13 Assassins (2010)

13 Assassins (2010) – If you say the name Takashi Miike, the people who know it likely associate him with the wildly disturbing scenes from movies like Audition and Ichi the Killer. He even had a cameo in the “torture porn” film Hostel, telling the main characters “if you’re not careful you could spend all your money in there.” The line is clearly about the many torture scenes in the aforementioned Miike films. Like most film-makers, however, it’s dangerous to pigeonhole Miike too much. A few years back he came out with the insane stylistic mash-up Sukiyaki Western Django (a Japanese take on the Italian spaghetti western which was based on Japanese samurai films *pause to take a breather* which were themselves often based on American westerns… whew). Now he’s taking on a genre beloved of the hardcore cinema nerd: the samurai film.

So in 1840s Japan it’s a relatively peaceful time, leaving samurai with very little to do. Of course you can imagine that’s not lasting. The shogun’s younger brother Lord Naritsugu (Gorô Inagaki) is a sadist who rapes and kills whoever he damn well pleases and is above the law in doing so. The shogun’s advisers know this cannot continue, but know the shogun will not condone the killing of his younger brother. The shogun’s chief adviser, Sir Doi (Mikijiro Hira) is forced to turn to samurais to perform what essentially amount to an unsanctioned hit on the evil bastard. Shimada Shinzaemon (Kôji Yakusho) has always wanted to die in battle and now sees his chance (as the assassination has very little chance of success). He soon assembles a team of like-minded samurai (take a wild guess how many) and sets out to stop the mad man before he gains any more power and drives the country back into war. Unfortunately Naritsugu is protected by Shinzaemon’s old rival Hanbei (Masachika Ichimura) who thinks like Shinzaemon and anticipates many of his moves.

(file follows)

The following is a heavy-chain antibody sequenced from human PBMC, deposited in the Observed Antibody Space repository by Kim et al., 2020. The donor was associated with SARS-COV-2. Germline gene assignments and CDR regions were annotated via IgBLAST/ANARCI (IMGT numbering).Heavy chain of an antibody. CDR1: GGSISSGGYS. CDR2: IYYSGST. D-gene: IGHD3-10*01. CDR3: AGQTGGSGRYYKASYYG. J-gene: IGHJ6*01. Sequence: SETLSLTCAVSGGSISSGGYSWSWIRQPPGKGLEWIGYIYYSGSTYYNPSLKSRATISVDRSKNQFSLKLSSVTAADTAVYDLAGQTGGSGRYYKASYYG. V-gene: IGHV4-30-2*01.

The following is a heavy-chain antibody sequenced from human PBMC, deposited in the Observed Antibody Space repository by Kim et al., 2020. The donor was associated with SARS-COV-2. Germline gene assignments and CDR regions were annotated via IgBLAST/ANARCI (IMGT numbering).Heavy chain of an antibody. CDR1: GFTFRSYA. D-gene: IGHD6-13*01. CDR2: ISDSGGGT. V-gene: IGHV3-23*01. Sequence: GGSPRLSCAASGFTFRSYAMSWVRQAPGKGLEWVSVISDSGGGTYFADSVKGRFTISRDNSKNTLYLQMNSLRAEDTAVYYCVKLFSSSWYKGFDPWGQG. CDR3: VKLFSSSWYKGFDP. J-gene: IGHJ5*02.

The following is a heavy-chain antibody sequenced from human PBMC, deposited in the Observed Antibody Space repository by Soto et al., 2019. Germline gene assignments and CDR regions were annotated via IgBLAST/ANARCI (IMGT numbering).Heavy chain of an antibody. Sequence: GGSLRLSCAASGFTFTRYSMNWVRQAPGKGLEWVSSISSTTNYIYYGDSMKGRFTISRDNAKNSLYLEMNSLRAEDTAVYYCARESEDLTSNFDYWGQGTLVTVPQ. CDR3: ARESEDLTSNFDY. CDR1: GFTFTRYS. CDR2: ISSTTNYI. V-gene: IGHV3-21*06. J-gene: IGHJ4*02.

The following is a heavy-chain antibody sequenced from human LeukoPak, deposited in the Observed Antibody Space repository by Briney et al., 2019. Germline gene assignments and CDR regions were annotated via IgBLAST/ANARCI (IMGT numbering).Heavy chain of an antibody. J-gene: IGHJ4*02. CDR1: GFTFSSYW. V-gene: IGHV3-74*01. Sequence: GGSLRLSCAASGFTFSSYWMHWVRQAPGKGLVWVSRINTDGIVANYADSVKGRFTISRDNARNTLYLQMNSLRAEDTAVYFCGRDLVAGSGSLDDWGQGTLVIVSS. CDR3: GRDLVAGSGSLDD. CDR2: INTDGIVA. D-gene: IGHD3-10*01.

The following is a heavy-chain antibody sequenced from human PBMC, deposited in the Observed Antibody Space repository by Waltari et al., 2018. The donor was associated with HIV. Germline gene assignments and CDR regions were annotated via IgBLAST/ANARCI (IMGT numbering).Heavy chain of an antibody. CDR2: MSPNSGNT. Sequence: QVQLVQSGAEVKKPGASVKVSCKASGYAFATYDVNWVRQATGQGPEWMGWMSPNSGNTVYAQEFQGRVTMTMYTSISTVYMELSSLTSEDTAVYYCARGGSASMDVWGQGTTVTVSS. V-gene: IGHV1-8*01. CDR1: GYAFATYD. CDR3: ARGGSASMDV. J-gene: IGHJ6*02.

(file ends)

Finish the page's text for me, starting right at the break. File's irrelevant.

13 Assassins is a damn fine samurai flicks, able to stand alongside those of Akira Kurosawa or Hiroshi Inagaki. Whether or not it stands the test of time like Seven Samurai or Inagaki’s three-film Musashi Miyamoto epic remains to be seen, but I’d say it stands a good chance (though I’m hardly an expert on the genre). The film is not without Miike’s trademark brutality (a mutilated victim of Naritsugu’s sadism comes immediately and sickeningly to mind), but most of it is within the expectation of a film largely consisting of people swiping at each other with swords. This is a movie that takes its sweet time with its set-up but when it explodes, it explodes big. When the action starts it doesn’t let up for over thirty minutes. The action climax goes on for quite some time and is absorbing for every last minute. Some of the lesser samurai characters aren’t particularly distinguished from one another, which hurts the movie somewhat. Some of the characters have defining traits, like a bandit played by Yûsuke Iseya (in a role that 50 years ago would have been played by Toshirô Mifune), but once the action starts it’s a bit hard to keep track of who’s dead and who’s alive once the thirteen assassins become twelve, then eleven and so forth (come on, you knew not everyone was going to make it). Altogether Miike’s film is worthy entry in a distinguished genre and if you enjoy that genre at all you should most definitely check it out.

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